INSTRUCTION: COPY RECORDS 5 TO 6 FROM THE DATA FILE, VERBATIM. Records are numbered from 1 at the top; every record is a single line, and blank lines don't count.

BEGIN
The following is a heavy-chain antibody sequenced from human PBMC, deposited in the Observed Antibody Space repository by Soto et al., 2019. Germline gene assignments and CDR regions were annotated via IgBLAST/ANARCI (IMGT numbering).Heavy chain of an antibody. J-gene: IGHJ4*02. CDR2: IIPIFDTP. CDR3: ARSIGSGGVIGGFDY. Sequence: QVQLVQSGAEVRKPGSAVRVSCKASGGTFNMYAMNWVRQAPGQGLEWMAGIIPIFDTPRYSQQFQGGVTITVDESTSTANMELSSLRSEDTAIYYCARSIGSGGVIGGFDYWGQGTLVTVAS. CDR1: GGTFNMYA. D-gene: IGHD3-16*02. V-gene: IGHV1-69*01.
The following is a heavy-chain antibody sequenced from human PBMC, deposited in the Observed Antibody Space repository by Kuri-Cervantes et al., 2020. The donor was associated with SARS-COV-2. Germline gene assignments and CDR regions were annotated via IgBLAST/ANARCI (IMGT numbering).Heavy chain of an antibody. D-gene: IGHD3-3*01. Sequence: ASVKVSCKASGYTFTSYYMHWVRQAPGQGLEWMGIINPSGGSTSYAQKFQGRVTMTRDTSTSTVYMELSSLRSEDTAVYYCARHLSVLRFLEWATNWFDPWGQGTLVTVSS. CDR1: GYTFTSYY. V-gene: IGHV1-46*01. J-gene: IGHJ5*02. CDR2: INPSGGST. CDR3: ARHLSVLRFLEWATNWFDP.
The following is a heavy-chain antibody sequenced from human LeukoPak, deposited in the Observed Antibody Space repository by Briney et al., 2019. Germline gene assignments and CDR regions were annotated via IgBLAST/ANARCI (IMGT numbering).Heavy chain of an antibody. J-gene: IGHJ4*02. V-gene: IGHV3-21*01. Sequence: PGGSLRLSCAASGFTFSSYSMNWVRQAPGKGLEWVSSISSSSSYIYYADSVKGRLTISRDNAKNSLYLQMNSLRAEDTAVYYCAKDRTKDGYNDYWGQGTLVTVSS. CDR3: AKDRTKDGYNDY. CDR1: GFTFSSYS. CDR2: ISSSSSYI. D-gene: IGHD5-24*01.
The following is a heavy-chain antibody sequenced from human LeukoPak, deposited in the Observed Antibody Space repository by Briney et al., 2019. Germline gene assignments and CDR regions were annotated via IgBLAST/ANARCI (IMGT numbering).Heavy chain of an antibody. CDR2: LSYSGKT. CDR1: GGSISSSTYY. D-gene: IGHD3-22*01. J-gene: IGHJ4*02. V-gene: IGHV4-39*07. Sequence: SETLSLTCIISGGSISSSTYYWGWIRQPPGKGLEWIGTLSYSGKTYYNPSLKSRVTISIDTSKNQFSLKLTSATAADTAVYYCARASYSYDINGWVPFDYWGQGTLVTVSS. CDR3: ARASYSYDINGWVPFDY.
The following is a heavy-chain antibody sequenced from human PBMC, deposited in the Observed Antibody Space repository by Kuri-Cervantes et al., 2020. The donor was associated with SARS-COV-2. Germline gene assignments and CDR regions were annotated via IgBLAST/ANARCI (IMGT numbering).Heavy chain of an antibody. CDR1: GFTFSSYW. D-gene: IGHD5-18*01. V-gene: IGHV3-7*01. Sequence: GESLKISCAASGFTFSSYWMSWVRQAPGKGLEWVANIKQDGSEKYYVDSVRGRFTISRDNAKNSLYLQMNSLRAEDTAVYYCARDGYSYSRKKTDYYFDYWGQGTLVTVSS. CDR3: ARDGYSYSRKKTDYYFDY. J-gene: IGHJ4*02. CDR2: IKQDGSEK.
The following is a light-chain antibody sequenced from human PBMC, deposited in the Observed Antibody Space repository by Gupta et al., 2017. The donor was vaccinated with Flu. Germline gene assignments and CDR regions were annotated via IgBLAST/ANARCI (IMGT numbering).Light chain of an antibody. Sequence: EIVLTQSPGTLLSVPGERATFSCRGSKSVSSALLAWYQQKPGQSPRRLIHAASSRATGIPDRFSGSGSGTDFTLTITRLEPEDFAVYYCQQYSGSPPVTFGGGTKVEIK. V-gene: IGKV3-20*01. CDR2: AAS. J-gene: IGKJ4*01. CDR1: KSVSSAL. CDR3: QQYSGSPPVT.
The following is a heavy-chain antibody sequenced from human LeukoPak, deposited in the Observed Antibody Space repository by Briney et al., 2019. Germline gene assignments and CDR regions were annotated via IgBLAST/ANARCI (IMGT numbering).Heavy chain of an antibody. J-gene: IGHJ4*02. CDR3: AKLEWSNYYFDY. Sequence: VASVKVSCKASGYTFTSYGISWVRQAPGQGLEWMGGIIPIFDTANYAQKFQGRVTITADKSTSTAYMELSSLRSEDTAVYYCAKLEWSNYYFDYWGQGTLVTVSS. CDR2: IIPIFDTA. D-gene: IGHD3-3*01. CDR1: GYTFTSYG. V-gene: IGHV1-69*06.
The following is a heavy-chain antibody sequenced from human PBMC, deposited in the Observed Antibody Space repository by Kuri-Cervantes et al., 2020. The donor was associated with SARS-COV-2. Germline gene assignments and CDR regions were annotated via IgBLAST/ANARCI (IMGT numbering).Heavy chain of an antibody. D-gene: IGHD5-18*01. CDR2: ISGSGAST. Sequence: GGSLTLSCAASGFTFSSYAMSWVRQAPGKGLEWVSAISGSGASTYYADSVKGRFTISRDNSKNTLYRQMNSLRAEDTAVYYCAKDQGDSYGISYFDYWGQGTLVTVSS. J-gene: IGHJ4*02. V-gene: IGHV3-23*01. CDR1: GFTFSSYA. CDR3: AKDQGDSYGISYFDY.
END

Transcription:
The following is a heavy-chain antibody sequenced from human PBMC, deposited in the Observed Antibody Space repository by Kuri-Cervantes et al., 2020. The donor was associated with SARS-COV-2. Germline gene assignments and CDR regions were annotated via IgBLAST/ANARCI (IMGT numbering).Heavy chain of an antibody. CDR1: GFTFSSYW. D-gene: IGHD5-18*01. V-gene: IGHV3-7*01. Sequence: GESLKISCAASGFTFSSYWMSWVRQAPGKGLEWVANIKQDGSEKYYVDSVRGRFTISRDNAKNSLYLQMNSLRAEDTAVYYCARDGYSYSRKKTDYYFDYWGQGTLVTVSS. CDR3: ARDGYSYSRKKTDYYFDY. J-gene: IGHJ4*02. CDR2: IKQDGSEK.
The following is a light-chain antibody sequenced from human PBMC, deposited in the Observed Antibody Space repository by Gupta et al., 2017. The donor was vaccinated with Flu. Germline gene assignments and CDR regions were annotated via IgBLAST/ANARCI (IMGT numbering).Light chain of an antibody. Sequence: EIVLTQSPGTLLSVPGERATFSCRGSKSVSSALLAWYQQKPGQSPRRLIHAASSRATGIPDRFSGSGSGTDFTLTITRLEPEDFAVYYCQQYSGSPPVTFGGGTKVEIK. V-gene: IGKV3-20*01. CDR2: AAS. J-gene: IGKJ4*01. CDR1: KSVSSAL. CDR3: QQYSGSPPVT.